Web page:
4) The Cambodian government allows foreigners to lease land for up to 50 years, and even longer in some situations.

5) No nationalisation policy is undertaken by the government

6) Profts and other earnings can be freely repatriated without restrictions from the government.

Cambodia’s Investment Law also provides that companies granted with the Qualifed Investment Project (QIP) status are entitled to a set of special investment incentives.

To qualify for QIP, an investment project should get a Final Registration Certifcate (FRC) and an investor should register the investment project with the Council for the Development of Cambodia (CDC) or the Provincial Municipal Investment Sub-Committee (PMIS).

There are three kinds of QIPs: Domestic Qualifed Investment Project, Supporting Industry Qualifed Investment Project, and Export Qualifed Investment Project.

QIPs are entitled to the following special incentives:

1) QIPs have the choice to select either a proft tax exemption or a 40 percent special depreciation allowance on the value of tangible properties (anything that can be touched), either new or used, that are utilised for processing or production. An annual Certifcate of Obligation Satisfaction, also known as Certifcate of Compliance, needs to be obtained by QIPs in order to be exempt from paying proft taxes. A proft tax exemption is applicable for a maximum of six years. After that, the QIP is subject to proft taxes.

2) QIPS are exempted from paying duties on imported production equipment, construction materials, etc.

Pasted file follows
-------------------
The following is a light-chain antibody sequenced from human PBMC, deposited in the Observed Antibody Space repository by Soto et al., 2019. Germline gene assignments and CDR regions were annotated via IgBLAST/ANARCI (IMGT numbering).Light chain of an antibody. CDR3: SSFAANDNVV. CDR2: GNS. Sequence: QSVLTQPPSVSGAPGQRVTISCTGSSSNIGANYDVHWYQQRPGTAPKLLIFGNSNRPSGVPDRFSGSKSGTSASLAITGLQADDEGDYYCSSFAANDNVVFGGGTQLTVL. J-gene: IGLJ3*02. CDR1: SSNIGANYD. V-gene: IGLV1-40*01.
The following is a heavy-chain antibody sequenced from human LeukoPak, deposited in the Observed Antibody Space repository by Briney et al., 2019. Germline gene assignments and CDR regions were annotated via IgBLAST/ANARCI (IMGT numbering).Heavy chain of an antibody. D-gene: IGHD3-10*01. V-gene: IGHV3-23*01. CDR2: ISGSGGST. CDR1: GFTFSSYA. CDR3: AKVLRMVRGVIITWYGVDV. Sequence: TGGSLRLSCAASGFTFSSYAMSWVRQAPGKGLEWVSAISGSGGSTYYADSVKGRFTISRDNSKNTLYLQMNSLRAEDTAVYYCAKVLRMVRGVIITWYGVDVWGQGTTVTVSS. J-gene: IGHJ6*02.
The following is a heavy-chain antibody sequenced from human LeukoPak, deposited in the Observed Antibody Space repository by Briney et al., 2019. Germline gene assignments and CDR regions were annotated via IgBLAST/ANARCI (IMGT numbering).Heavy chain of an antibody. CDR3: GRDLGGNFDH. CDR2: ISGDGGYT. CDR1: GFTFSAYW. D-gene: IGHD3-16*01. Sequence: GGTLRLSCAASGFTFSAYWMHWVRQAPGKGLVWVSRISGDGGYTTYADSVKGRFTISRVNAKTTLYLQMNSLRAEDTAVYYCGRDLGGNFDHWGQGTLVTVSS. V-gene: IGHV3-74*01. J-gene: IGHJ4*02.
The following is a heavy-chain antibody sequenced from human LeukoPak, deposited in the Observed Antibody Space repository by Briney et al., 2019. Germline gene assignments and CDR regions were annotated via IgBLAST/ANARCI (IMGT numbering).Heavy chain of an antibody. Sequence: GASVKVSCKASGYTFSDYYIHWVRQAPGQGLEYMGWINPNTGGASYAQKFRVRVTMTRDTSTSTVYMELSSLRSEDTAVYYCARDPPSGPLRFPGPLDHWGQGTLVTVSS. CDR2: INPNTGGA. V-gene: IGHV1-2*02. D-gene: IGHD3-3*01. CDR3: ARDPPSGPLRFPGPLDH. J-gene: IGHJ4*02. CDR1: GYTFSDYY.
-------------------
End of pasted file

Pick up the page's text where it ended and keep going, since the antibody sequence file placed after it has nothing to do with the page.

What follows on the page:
3) Additionally, they receive a full exemption from export taxes, except for activities as stipulated in other legislation.

4) A QIP in an Special Promotion Zone or Export Processing Zone gets the same privileges as other QIPs.

These incentives allow competitiveness within the export market and are benefcial in terms of international trade.

1.6.4 Special Economic Zones (SEZs)

Special economic zones (SEZ) are geographic areas within Cambodian territory, allocated and set up by the government, which ofer businesses and trade regulations that difer than the rest of the country. SEZs also ofer key infrastructure for businesses seeking efciency, such as backup power sources, sewerage and water, roads and onsite customs, tax and other government representatives. Generally, SEZs are best suited to large scale manufacturing operations, for example garment and footwear factories, automotive production facilities and food processing plants.

A large network of SEZs throughout the Kingdom has encouraged and incentivised foreign investment into the industrial sector for many years. Zones provide additional tax breaks, infrastructural backbones and integrated customs support for manufacturing investors.

Map showing special economic zones in Cambodia

The government has recognised the fnancial and time advantages gained by channelling critical infrastructure and labour resources through one specifc location. This is why 33 SEZs have been approved around the country, with a vast network already in operation. The strategic placement of these zones allows for easy access to necessary borders and manufacturing hubs. Phnom Penh’s SEZ is a prime example, with its location on the perimeter of the capital. From a foreign investment perspective, SEZs save funds that would have been spent on land development, infrastructure, security and ongoing maintenance. Tax exemptions on production materials and equipment are possible when an SEZ tenant has a QIP licence and proft tax exemptions are available. SEZs make it possible for foreign investors to acquire renewable leases of up to 50 years, and in many circumstances tenants are able to develop, subdivide or sublease the property.